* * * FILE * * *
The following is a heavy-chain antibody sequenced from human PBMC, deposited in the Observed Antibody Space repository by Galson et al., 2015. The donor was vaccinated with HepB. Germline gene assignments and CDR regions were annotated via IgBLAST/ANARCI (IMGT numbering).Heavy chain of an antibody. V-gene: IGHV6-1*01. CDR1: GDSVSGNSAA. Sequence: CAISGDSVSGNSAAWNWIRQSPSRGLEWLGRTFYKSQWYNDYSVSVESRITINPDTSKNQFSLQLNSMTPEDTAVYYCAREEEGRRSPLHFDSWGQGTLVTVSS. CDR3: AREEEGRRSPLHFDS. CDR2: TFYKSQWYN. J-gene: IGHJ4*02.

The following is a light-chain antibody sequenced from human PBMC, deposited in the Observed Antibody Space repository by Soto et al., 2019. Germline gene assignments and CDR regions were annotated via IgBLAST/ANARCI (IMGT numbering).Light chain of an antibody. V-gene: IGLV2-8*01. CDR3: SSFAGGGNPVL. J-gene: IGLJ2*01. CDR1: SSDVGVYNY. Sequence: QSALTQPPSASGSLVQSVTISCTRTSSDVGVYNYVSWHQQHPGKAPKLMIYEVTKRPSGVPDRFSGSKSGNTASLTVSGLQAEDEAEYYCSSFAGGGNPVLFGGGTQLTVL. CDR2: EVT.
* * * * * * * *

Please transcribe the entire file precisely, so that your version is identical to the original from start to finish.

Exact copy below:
The following is a heavy-chain antibody sequenced from human PBMC, deposited in the Observed Antibody Space repository by Galson et al., 2015. The donor was vaccinated with HepB. Germline gene assignments and CDR regions were annotated via IgBLAST/ANARCI (IMGT numbering).Heavy chain of an antibody. V-gene: IGHV6-1*01. CDR1: GDSVSGNSAA. Sequence: CAISGDSVSGNSAAWNWIRQSPSRGLEWLGRTFYKSQWYNDYSVSVESRITINPDTSKNQFSLQLNSMTPEDTAVYYCAREEEGRRSPLHFDSWGQGTLVTVSS. CDR3: AREEEGRRSPLHFDS. CDR2: TFYKSQWYN. J-gene: IGHJ4*02.

The following is a light-chain antibody sequenced from human PBMC, deposited in the Observed Antibody Space repository by Soto et al., 2019. Germline gene assignments and CDR regions were annotated via IgBLAST/ANARCI (IMGT numbering).Light chain of an antibody. V-gene: IGLV2-8*01. CDR3: SSFAGGGNPVL. J-gene: IGLJ2*01. CDR1: SSDVGVYNY. Sequence: QSALTQPPSASGSLVQSVTISCTRTSSDVGVYNYVSWHQQHPGKAPKLMIYEVTKRPSGVPDRFSGSKSGNTASLTVSGLQAEDEAEYYCSSFAGGGNPVLFGGGTQLTVL. CDR2: EVT.